In addition to helping treat some of the underlying ADHD symptoms that led to the disorder, the stimulant seems to help reduce the number of binge eating episodes.

If you already take stimulant medication for your ADHD and still struggle with binge eating disorder, your healthcare provider might recommend one of the following:

  • Topiramate (Topamax): This anticonvulsant is meant to treat seizures but can also suppress appetite, helping reduce the urge to binge.

  • Antidepressants: While it's unclear why, studies have found that antidepressants, specifically SSRIs, can reduce binge eating episodes. It may be related to the medication's ability to treat some underlying depression or emotional distress that could trigger an episode. It's often used as a first-line treatment for binge eating disorder and many other eating disorders.


In addition to medication, therapy can be beneficial, especially for people struggling with both ADHD and binge eating who want to understand the root cause behind their impulsive eating.

Some of the most commonly used approaches include:

  • Cognitive behavioral therapy (CBT): CBT can help patients develop strategies for managing their ADHD while also helping to identify triggers and work on the thoughts associated with binge eating.

  • Dialectical behavior therapy: This approach was developed specifically for people who experience emotions intensely and struggle with emotional regulation. The goal is to help patients develop the skills to regulate their emotional responses, including the tendency to binge eat as a form of self-soothing.

  • Behavioral weight loss programs: Standard weight-loss programs can be very triggering for people with binge eating disorders since they don't consider disordered eating. On the other hand, behavioral weight loss programs incorporate CBT with medically supervised nutrition plans to help you develop a more balanced diet and exercise habits while also addressing your binge triggers.

Seeking professional help is a crucial step in managing both ADHD and disordered eating. With the right combination of medication and therapy tailored to your needs, you can gain control over your eating habits and improve your overall wellbeing. 

Don't hesitate to reach out to healthcare professionals who specialize in treating ADHD and eating disorders, as they can provide the guidance and support you need on your journey to recovery.

Key Takeaways

  • Binge eating in individuals with ADHD can take on unique characteristics, such as rapid consumption of high-calorie foods during times of stress.

Signs of binge eating in ADHD may include:

  • Eating until uncomfortably full
  • Eating when not physically hungry
  • Feelings of guilt or disgust after overeating.
  • ADHD symptoms contribute to binge eating by:
  • Affecting impulse control, emotional regulation, and response inhibition.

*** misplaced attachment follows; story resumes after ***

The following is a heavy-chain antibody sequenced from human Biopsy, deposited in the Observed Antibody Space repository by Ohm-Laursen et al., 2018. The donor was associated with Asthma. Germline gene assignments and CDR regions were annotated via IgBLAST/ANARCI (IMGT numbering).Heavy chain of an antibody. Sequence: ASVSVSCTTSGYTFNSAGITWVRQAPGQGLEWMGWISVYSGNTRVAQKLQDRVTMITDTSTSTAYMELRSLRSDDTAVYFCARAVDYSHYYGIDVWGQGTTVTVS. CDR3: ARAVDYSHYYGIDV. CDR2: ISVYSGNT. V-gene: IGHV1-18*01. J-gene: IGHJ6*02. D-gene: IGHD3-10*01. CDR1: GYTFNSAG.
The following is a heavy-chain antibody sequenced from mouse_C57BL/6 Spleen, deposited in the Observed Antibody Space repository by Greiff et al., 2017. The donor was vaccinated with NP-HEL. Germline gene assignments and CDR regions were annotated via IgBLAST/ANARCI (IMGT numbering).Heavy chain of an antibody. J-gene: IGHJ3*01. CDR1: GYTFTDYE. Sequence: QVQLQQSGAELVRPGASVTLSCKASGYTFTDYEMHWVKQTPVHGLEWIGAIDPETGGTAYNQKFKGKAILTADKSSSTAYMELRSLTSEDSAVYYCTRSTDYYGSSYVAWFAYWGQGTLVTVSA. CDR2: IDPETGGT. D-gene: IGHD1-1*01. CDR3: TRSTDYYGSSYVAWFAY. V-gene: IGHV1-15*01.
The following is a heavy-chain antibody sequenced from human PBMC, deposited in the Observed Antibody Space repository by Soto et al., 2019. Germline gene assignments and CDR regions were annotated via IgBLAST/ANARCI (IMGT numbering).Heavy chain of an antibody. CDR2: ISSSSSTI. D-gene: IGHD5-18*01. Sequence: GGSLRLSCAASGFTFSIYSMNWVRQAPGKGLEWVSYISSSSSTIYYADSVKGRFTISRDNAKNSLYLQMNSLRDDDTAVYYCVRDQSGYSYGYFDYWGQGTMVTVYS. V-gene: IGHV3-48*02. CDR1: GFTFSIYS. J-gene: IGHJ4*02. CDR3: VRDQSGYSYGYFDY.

• Misinterpreting body signals, eating to combat boredom, and differences in the brain's reward circuits.
  • It's essential to distinguish between occasional overeating and binge eating disorder (BED), which is a diagnosed psychiatric disorder marked by frequent episodes of consuming large quantities of food, often with a lack of control and significant emotional distress.
  • Managing disordered eating in ADHD involves tailored strategies, such as:
  • Keeping trigger foods out of reach and preparing ahead by stocking your kitchen with nutritious snacks and easy-to-prepare meals. It’s also important to practice mindful eating, use preset serving sizes, and recognize cues for fullness..
  • Scheduling meals and exercising regularly, and engaging in stimulating activities to reduce reliance on food for entertainment.
  • Embracing flexibility and forgiveness, avoiding strict, restrictive diets that may trigger binge episodes.
  • There are various pharmacological treatments for binge eating disorder and ADHD.

    These include:
  • Vyvanse
  • Topirmate & SSRIs
  • Psychotherapy
  • There are also several effective therapeutic approaches, including:
  • Cognitive Behavioral Therapy (CBT)
  • Dialectical Behavior Therapy (DBT)
  • CBT informed behavioral weight loss programs 

Remember, you're not alone in facing the challenges of disordered eating with ADHD. Additionally, just because we're vulnerable to issues with food doesn't mean we're destined for a life of unhealthy eating patterns. With some education, patience and self-awareness, we can develop a healthy, balanced approach to food, emotions and ourselves. 💕

What’s Next?

Ready to change your relationship with both ADHD and food? Check out these related articles below.

Optimizing Your Diet for ADHD Management

ADHD's Influence on Eating Habits and Food Choices

Mastering the Art of Cooking with ADHD

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ADHD & Binge Eating FAQs (Frequently Asked Questions)

What is Binge Eating Disorder?

Binge Eating Disorder (BED) is a type of eating disorder where a person has frequent episodes of eating large amounts of food, usually in a short period, to the point of discomfort. It may also be accompanied by unhealthy compensatory measures, such as purging, and negative feelings, such as guilt and shame.

Is Binge Eating related to ADHD?

There’s a connection between the two conditions. Experts point out somewhat similar neurological pathways and reward systems, as well as a connection in lack of impulse control. Also, there’s the fact that many people with ADHD also have Binge Eating Disorder.

How do you manage Binge Eating when you have ADHD?

Working closely with a mental health professional is a must. Remember that Binge Eating Disorder can be severe and life-threatening, so medical intervention is necessary - be it in the form of therapy or medicines. Of course, a support system will also be a great help.